“We don’t have a studio audience here tonight because – going forward with a comedy show didn’t feel right considering what happened yesterday – so I’d like to just speak to you directly,” Kimmel said in his opening monologue.
Kobe, 41, and his 13-year-old daughter Gianna were tragically killed in a helicopter crash along with 7 others on Sunday in Calabasas. Kimmel, 52, called the tragedy “a punch in the gut for many of us.”
“Kobe was — and I know this might not make sense – but he was just the last person you could have ever imagined something like this happening to,” Kimmel said. “He was so strong — and handsome — and smart — and energetic — he was a hero.”
“And when I say that, I don’t mean a hero like real heroes — like firefighters, or doctors and nurses — who actually save lives,” Kimmel continued. “I don’t mean to compare what he did for a living to what they do. I know there are more important things than basketball. Almost everything is more important.”
“But Kobe was a hero in the way Superman is a hero,” the comedian explained. “He was so big and full of life, it was almost like he was a fictional character. A real-life superhero — with a costume and everything — walking amongst us.”
Kimmel continued to remember Bryant for his legendary career with the Los Angeles Lakers.
“Those of us who love the Lakers know — it seemed like he always came through. He always showed up to save the day. He wanted to save the day. He had a force of will, he never gave up,” Kimmel said.
“As an athlete, he was incredibly gifted — more than almost anyone, he was talented beyond reason — and yet, he worked harder than everyone. He worked harder than people with much less talent than he had,” Kimmel said, taking note of how inspiring the basketball star was.
“He came to LA when he was a teenager and, unlike almost every other superstar athlete, he never left. In his 20 year career, he only wore two uniforms: for the Lakers and the United States Olympic team. There were times when it seemed like he would leave, but he didn’t. He stayed until the end.”
“He is someone almost everyone in this city loved,” Kimmel said. “And not just Lakers fans – everyone – would light up when they saw him. I saw it many times. He was special.”
“He loved being a father,” Kimmel said. “When my son had heart surgery, Kobe checked in with me repeatedly. He made a point, once Billy was out of the hospital to meet him. He wanted to meet him. And from time to time, he’d check in on how he was doing.”
Kimmel asked viewers to pray for Gianna, who also perished in the crash, as well as the others on the helicopter, the Altobelli family, Christina Mauser’s family, the Chester family, and pilot Ara Zobayan.
“I can’t imagine how much they are missed,” Kimmel said. “This was a terrible loss for those families, and for the Lakers, for Kobe’s teammates, for his fans. There’s no silver lining here, it’s just awful.”
“It’s all bad. It’s all sad,” Kimmel said in conclusion. “He was a bright light, and that’s how I want to remember him.”
Kimmel’s fellow late night host Jimmy Fallon also grew emotional during the opening monologue of The Tonight Show when remembering his late friend, whom he met years ago when they had both just moved to Los Angeles.
“Kobe was such a life force, so strong and creative and inspired that in my head I thought that he would live forever,” Fallon said before telling the story of how he and the NBA star met.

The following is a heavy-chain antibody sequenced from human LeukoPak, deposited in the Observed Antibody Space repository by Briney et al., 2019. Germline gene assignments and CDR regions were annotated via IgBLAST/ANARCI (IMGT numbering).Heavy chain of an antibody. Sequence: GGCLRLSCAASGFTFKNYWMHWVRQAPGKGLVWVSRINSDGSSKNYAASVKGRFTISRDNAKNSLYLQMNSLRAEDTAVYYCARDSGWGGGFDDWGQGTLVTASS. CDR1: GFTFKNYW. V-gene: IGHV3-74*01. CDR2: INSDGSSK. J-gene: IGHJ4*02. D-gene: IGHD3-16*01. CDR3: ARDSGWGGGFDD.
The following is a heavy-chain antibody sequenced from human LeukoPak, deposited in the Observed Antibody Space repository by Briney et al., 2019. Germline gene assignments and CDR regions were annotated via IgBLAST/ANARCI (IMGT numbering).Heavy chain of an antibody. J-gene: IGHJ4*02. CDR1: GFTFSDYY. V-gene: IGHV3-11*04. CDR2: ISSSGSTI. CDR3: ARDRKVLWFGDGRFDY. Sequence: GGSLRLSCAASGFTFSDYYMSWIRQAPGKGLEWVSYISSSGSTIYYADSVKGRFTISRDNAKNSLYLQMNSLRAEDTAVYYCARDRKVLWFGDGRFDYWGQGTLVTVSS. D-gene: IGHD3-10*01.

“I met Kobe when he was 17 and I was 21. He was a rookie on the Lakers and I was just starting out on the comedy scene in LA. We were at a party and we didn’t know anyone at the party, so we just started talking. I said, ‘Hey what do you do?’ and he said ‘I play basketball’ and I go ‘Where?’ and he goes ‘For the Lakers.’ I go ‘Wow,’” Fallon recounted.
“We just got along, we hit it off. He was telling me he was into poetry. I met his sister. Then the guy that was having the party said, ‘Hey guys who wants to make a beer run?’ and Kobe wasn’t drinking he was 17, so he goes ‘I’ll do it, Jimmy you want to come?’”
“We drive down Sunset Blvd. to this place called Pink Dot. So, I go in and I open the door and it’s locked and the guy goes ‘Sorry, I can’t sell you anything.’ And I go, ‘We just want to get the beer right there’ and he’s like ‘Yeah, I can’t do that. That’s not how this place works. We’re delivery only. Kobe then takes out his ID and puts it up against the glass and he goes ‘I’m a Laker’ and the guy opened the door and we walked away with 5 cases of beer and we saved the party,” Fallon continued.
“Kobe went on to become a legend. When we’d run into each other over the years, we’d laugh about the night we first met,” Fallon said as tears filled his eyes. “We’d laugh at all the good things that happened since and we’d laugh at how much fun it was to raise kids. Kobe had 4 daughters and I had 2 daughters and today he and one of his daughters are gone.”
“Let’s honor Kobe, Gianna and the other lives lost. Love your family, love your teammates and outwork everyone else in the gym. To Vanessa and all those affected by this tragedy, we love you and we’ll always be there for all of you. Kobe, when we meet again, we’re going on a beer run,” Fallon concluded.
James Corden, Conan O’Brien and Ellen Degeneres also took time during their respective talk shows to honor the athlete.
Bryant and his daughter died alongside Sarah and Payton Chester, Christina Mauser, John Altobelli, his wife Keri Altobelli and their daughter Alyssa Altobelli. The group was headed to a travel basketball game, ESPN reported.
Bryant is survived by his wife Vanessa, 37, and their daughters Natalia, 17, Bianka, 3, and Capri, 7 months.